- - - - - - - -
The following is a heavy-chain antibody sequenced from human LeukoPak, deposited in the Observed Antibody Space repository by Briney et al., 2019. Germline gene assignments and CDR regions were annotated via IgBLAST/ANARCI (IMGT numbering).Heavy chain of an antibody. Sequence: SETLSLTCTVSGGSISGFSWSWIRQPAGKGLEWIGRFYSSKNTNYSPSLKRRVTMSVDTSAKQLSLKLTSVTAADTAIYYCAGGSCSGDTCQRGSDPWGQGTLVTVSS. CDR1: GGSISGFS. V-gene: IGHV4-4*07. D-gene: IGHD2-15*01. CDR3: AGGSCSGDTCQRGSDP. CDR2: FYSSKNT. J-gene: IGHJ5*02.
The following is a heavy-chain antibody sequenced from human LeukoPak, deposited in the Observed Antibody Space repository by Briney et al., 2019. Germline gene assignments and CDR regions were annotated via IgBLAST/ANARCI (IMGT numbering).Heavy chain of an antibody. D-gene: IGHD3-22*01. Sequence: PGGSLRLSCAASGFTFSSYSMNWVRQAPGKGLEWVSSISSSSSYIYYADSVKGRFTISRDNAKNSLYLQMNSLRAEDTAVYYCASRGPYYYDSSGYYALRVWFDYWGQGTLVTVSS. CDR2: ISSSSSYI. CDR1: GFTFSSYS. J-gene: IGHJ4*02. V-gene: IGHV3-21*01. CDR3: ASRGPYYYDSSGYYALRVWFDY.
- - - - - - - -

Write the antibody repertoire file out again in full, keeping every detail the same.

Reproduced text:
The following is a heavy-chain antibody sequenced from human LeukoPak, deposited in the Observed Antibody Space repository by Briney et al., 2019. Germline gene assignments and CDR regions were annotated via IgBLAST/ANARCI (IMGT numbering).Heavy chain of an antibody. Sequence: SETLSLTCTVSGGSISGFSWSWIRQPAGKGLEWIGRFYSSKNTNYSPSLKRRVTMSVDTSAKQLSLKLTSVTAADTAIYYCAGGSCSGDTCQRGSDPWGQGTLVTVSS. CDR1: GGSISGFS. V-gene: IGHV4-4*07. D-gene: IGHD2-15*01. CDR3: AGGSCSGDTCQRGSDP. CDR2: FYSSKNT. J-gene: IGHJ5*02.
The following is a heavy-chain antibody sequenced from human LeukoPak, deposited in the Observed Antibody Space repository by Briney et al., 2019. Germline gene assignments and CDR regions were annotated via IgBLAST/ANARCI (IMGT numbering).Heavy chain of an antibody. D-gene: IGHD3-22*01. Sequence: PGGSLRLSCAASGFTFSSYSMNWVRQAPGKGLEWVSSISSSSSYIYYADSVKGRFTISRDNAKNSLYLQMNSLRAEDTAVYYCASRGPYYYDSSGYYALRVWFDYWGQGTLVTVSS. CDR2: ISSSSSYI. CDR1: GFTFSSYS. J-gene: IGHJ4*02. V-gene: IGHV3-21*01. CDR3: ASRGPYYYDSSGYYALRVWFDY.